Given that vibration test has passed successfully, the next phase is adding an audio microphone.
Automatic vibration of the bracelet, initiated by surrounding sound, has application both during daytime activities and while its owner sleeps. For example, if Kosta temporary do not use hearing aid while playing outside, the bracelet can warn him to the sound of a car horn, to the noise of roadworks or to the loud calling of his parents.
Vibhear bracelet should also warn Kosta about danger sounds during his sleep, when he is the most vulnerable. During the sleep, hearing aid is removed and the child is completely isolated from its environment. If by accident fire occurs and sound alarm is triggered, child will continue to sleep probably until the smoke wakes him up. Thus it is important that bracelet vibrates on certain sounds and woke up its owner.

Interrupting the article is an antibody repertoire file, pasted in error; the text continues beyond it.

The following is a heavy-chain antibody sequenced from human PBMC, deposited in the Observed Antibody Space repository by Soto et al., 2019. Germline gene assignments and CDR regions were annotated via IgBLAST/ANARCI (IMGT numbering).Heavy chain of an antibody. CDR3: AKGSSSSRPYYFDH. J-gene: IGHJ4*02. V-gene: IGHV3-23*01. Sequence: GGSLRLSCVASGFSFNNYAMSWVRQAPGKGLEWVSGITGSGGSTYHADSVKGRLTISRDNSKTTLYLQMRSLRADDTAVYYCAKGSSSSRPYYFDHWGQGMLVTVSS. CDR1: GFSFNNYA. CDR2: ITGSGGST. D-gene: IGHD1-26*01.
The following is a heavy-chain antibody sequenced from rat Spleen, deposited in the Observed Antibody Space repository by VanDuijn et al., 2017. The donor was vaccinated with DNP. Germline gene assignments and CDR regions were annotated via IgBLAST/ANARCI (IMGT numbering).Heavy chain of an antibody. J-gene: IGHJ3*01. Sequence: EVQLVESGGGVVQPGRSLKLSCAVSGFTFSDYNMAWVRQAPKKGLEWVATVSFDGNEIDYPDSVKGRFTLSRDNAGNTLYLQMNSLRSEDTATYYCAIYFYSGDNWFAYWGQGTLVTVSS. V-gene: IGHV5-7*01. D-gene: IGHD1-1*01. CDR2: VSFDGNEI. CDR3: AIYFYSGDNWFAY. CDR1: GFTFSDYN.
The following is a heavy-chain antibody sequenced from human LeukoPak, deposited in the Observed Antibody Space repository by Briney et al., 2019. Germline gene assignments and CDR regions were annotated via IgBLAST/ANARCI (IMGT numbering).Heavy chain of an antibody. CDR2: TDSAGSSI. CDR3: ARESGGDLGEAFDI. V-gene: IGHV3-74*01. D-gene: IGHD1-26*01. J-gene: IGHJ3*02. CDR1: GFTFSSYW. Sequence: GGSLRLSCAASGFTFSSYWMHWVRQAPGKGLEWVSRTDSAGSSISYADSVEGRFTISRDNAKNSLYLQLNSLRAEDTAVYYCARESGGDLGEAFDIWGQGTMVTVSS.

First test allowed us to find out how strong should vibration be to wake up Kosta and now we will test automatic vibration functionality triggered by predefined sound intensity e.g. fire sound alarm.
We use Arduino Uno and an audio microphone for quick testing. The microphone plate has two output pins, one digital and one analogue. The digital output is connected to the Arduino pin and used for measuring the sound level. When the sound goes beyond the predefined threshold, Arduino Uno receives information through the intercept that the surrounding sound is strong enough, and the acquisition of the signal through the analogue input begins. Once the signal is recorded, it is necessary to perform signal filtering. For this purpose, we will probably use real-time digital signal processing (DSP) library for Arduino. This is only a temporary solution because the bracelet will not use Arduino but most suiting DSP or some Cortex micro-controller.